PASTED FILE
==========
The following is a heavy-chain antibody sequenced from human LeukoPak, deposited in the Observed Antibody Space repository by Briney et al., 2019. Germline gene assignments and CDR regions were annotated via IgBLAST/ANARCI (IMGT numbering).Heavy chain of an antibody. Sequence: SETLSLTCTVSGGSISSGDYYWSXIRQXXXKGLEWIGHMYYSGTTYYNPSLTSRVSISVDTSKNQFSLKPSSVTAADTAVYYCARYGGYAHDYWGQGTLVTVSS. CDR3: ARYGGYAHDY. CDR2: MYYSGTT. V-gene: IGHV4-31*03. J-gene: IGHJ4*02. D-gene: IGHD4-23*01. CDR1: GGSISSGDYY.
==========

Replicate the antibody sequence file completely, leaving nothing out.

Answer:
The following is a heavy-chain antibody sequenced from human LeukoPak, deposited in the Observed Antibody Space repository by Briney et al., 2019. Germline gene assignments and CDR regions were annotated via IgBLAST/ANARCI (IMGT numbering).Heavy chain of an antibody. Sequence: SETLSLTCTVSGGSISSGDYYWSXIRQXXXKGLEWIGHMYYSGTTYYNPSLTSRVSISVDTSKNQFSLKPSSVTAADTAVYYCARYGGYAHDYWGQGTLVTVSS. CDR3: ARYGGYAHDY. CDR2: MYYSGTT. V-gene: IGHV4-31*03. J-gene: IGHJ4*02. D-gene: IGHD4-23*01. CDR1: GGSISSGDYY.